August 30th, 2008 began as many other days had for Corporal Jonathon Rist.
He was on his second combat tour. His first tour earned him a Purple Heart but the thought of leaving a job undone and his many friends behind made him work hard toward recovery so he could return to the battlefield. His first tour had him in Iraq, this time he was in Afghanistan. He was exemplifying the Marine Corp motto, Semper Fidelis. Always faithful: faithful to his country, his mission, and his fellow Marines.
As he had done so many times in the past, Jonathon woke up, ate his traditional Marine Corp breakfast, checked and double checked his equipment, and joined his fellow Marines for a foot patrol through a well traveled, but enemy occupied zone. This was nothing out of the ordinary for a combat Marine.
But then it happened. Unknown to Corporal Rist, the Taliban had carefully concealed a pressure plate used to detonate a land mine under the road they were walking. The 1.5 second built in delay allowed him to take about one step over the device before it detonated. Suddenly a deafening blast, an intense wave of heat, and Jonathon was catapulted 30 feet into the air. He hit the ground without ever losing consciousness. Chaos continued as his fellow Marines rushed to his aid while others set a defensive perimeter.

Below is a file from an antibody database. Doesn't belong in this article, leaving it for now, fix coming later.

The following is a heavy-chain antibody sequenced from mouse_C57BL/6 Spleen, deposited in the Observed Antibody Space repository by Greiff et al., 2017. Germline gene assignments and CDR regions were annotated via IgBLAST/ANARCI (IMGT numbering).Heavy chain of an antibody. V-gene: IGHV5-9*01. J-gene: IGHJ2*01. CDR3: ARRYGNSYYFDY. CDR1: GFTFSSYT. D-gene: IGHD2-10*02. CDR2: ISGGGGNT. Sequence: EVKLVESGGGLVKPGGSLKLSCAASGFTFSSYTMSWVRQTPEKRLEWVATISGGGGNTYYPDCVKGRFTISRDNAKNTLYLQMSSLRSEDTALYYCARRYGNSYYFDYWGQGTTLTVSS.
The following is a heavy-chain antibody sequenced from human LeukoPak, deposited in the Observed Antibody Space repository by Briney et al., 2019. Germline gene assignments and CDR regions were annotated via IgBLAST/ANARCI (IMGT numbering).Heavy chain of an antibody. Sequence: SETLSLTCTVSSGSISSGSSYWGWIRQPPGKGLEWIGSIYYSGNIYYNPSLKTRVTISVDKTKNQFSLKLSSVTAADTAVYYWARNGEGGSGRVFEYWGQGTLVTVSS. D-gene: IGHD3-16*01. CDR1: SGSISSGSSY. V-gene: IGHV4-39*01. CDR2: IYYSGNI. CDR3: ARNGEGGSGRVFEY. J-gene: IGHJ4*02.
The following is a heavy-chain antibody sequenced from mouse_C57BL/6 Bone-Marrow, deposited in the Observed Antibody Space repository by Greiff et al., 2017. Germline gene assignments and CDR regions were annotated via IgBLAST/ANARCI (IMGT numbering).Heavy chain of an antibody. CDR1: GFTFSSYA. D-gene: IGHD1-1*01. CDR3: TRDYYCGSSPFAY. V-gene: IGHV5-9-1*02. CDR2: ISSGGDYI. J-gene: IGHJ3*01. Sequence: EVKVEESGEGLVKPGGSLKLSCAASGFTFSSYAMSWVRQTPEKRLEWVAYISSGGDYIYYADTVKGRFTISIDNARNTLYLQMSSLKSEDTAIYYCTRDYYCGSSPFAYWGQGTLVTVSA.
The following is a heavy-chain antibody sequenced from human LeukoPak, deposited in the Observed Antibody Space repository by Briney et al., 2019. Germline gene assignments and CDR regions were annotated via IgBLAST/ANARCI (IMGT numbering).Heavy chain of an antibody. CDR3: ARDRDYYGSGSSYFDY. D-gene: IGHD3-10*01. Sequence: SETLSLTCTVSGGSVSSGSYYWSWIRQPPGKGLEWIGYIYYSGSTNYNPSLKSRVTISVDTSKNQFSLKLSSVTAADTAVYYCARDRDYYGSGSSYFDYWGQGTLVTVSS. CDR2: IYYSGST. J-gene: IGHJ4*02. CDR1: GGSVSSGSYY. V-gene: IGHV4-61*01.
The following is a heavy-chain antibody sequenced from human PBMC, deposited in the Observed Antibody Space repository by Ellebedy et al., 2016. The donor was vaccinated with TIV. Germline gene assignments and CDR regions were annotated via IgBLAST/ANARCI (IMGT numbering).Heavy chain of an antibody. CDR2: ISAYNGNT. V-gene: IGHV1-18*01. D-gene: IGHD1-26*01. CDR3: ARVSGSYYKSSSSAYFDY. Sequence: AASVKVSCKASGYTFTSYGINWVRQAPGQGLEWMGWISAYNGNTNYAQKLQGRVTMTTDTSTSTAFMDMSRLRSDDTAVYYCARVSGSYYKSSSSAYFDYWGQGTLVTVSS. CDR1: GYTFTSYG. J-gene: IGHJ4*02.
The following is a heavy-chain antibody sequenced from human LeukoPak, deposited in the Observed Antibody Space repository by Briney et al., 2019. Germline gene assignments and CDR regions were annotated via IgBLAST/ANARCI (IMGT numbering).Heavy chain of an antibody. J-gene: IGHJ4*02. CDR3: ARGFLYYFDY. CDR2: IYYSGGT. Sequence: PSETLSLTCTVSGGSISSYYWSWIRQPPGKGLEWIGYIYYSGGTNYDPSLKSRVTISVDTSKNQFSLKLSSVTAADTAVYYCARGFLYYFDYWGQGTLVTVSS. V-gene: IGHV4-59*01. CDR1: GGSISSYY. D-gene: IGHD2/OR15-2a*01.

Jonathon said that despite the pain, he didn’t really know how bad he was injured. He was mad, very mad. He knew he was hurt bad enough that he would not be able to continue his patrol and even angrier at whomever placed the landmine in his path. He wanted revenge. As he was being loaded on to the helicopter that arrived to transport him back to a base hospital he was able for the first time to sit up and see the extent of his injuries. He was horrified to see he had lost both his legs from the thigh down. He then fell into unconsciousness and didn’t wake up again until days later in a hospital.
Fast forward twelve months. Jonathon was now at Walter Reed Army Medical Center being treated for his injuries and undergoing rehabilitation. He longed to return to the woods. This Tennessee native grew up hunting and fishing and was determined to one day enjoy the activities he loved so much. One day the phone rang and Jonathon was asked if he would be interested in going on a bear hunt with other wounded warriors in northernmost Maine with Smoldering Lake Outfitters. He didn’t hesitate to accept the invitation.
Thompson Center Arms and Smoldering Lake Outfitters (SLO) have a long relationship and worked together to provide this opportunity for these much deserving heroes. Located in Bridgewater, Maine, SLO is a premier destination for those seeking the best in accommodations, food, and service while pursuing the area’s plentiful black bear, moose, waterfowl, and upland game opportunities. Jonathon and the others arrived on September 6th ready to take full advantage of all SLO and the area had to offer. A ride down to the lodge’s rifle range allowed Jonathon and the guys to pick from the assortment of firearms that Thompson Center provided for the hunt. Jonathon quickly gravitated toward a Pro- Hunter rifle in 460 S&W with a Katahdin length barrel. Shooting from sticks placed in front of his wheelchair Jonathon quickly proved that he could shoot a rifle. No surprise considering every Marine is rifleman.